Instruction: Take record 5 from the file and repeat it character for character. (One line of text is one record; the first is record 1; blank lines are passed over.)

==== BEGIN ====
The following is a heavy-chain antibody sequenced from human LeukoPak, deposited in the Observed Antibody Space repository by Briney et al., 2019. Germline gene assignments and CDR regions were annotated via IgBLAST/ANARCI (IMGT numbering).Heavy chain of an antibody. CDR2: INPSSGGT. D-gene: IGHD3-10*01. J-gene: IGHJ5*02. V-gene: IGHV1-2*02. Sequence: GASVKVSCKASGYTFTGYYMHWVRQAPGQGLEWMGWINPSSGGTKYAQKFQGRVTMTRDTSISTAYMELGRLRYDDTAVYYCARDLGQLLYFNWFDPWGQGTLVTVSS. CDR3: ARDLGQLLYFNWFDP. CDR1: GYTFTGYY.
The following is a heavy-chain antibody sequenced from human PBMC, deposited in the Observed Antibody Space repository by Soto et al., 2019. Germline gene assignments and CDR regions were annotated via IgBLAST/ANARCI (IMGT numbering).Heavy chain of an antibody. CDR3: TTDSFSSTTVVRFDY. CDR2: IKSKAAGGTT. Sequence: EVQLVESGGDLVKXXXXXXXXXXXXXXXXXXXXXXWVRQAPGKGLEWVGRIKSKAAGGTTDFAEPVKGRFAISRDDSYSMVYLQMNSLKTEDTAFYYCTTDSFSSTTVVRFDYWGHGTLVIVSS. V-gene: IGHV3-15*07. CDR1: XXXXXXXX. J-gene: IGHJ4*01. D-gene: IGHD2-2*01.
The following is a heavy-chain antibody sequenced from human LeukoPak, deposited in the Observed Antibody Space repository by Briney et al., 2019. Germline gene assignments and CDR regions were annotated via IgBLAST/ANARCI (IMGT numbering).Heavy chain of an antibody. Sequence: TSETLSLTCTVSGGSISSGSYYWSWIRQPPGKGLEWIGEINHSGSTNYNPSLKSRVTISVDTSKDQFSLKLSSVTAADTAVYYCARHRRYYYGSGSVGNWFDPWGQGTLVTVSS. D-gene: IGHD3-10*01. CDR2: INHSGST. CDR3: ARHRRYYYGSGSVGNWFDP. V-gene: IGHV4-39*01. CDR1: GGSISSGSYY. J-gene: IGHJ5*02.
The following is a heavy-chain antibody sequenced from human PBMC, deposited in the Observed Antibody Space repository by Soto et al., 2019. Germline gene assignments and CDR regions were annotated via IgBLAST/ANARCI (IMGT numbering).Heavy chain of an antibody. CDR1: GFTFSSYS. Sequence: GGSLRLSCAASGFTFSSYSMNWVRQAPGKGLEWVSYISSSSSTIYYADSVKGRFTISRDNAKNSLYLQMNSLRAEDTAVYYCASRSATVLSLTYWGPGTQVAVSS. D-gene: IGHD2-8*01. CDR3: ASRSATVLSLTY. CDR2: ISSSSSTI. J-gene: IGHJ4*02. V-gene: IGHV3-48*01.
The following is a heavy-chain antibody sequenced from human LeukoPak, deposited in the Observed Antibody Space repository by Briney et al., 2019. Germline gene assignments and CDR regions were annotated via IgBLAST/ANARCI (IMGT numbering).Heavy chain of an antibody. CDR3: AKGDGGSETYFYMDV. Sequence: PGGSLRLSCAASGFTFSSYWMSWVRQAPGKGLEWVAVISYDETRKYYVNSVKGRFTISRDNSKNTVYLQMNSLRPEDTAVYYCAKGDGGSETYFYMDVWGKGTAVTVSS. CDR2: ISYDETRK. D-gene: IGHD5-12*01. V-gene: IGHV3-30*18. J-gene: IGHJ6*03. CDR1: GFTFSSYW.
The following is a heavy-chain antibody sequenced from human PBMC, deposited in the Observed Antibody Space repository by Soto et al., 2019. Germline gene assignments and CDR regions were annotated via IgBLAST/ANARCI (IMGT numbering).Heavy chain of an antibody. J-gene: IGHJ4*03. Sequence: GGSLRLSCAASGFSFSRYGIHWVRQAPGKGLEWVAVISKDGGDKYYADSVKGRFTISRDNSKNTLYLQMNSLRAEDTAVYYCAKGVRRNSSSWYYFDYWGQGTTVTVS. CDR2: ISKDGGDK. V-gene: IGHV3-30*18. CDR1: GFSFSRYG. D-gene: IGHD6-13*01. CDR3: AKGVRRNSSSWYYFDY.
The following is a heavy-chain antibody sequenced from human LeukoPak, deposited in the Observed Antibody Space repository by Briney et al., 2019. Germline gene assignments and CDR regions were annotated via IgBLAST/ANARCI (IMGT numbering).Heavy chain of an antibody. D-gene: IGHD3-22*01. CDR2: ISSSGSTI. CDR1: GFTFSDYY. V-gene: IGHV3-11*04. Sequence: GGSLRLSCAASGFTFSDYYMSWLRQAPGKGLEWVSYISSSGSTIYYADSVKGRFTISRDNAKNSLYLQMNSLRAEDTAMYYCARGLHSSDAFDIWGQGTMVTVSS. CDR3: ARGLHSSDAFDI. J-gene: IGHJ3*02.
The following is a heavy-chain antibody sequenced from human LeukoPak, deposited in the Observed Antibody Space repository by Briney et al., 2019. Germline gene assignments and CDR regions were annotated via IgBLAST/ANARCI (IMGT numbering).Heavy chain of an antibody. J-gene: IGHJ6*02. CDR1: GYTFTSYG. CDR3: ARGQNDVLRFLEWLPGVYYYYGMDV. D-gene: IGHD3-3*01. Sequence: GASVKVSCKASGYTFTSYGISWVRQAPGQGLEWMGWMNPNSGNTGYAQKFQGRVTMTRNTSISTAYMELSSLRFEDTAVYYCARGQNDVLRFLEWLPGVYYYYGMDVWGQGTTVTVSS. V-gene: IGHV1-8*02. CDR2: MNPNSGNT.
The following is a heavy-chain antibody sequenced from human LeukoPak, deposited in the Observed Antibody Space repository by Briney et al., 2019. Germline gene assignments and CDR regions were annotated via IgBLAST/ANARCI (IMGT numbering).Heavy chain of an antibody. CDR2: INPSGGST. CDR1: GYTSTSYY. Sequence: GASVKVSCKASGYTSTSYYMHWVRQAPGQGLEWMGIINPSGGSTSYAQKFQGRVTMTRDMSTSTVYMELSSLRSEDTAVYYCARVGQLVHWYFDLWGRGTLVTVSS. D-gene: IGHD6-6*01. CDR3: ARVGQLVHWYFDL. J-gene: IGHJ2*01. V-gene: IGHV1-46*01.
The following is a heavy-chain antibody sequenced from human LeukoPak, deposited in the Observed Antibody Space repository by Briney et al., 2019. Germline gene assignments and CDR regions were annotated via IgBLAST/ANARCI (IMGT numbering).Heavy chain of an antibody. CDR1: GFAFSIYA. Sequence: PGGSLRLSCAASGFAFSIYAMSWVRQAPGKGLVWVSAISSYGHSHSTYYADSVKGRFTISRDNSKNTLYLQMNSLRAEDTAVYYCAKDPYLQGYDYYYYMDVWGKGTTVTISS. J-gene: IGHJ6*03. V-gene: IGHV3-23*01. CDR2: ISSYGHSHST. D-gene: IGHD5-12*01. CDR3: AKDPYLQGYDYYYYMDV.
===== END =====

The following is a heavy-chain antibody sequenced from human LeukoPak, deposited in the Observed Antibody Space repository by Briney et al., 2019. Germline gene assignments and CDR regions were annotated via IgBLAST/ANARCI (IMGT numbering).Heavy chain of an antibody. CDR3: AKGDGGSETYFYMDV. Sequence: PGGSLRLSCAASGFTFSSYWMSWVRQAPGKGLEWVAVISYDETRKYYVNSVKGRFTISRDNSKNTVYLQMNSLRPEDTAVYYCAKGDGGSETYFYMDVWGKGTAVTVSS. CDR2: ISYDETRK. D-gene: IGHD5-12*01. V-gene: IGHV3-30*18. J-gene: IGHJ6*03. CDR1: GFTFSSYW.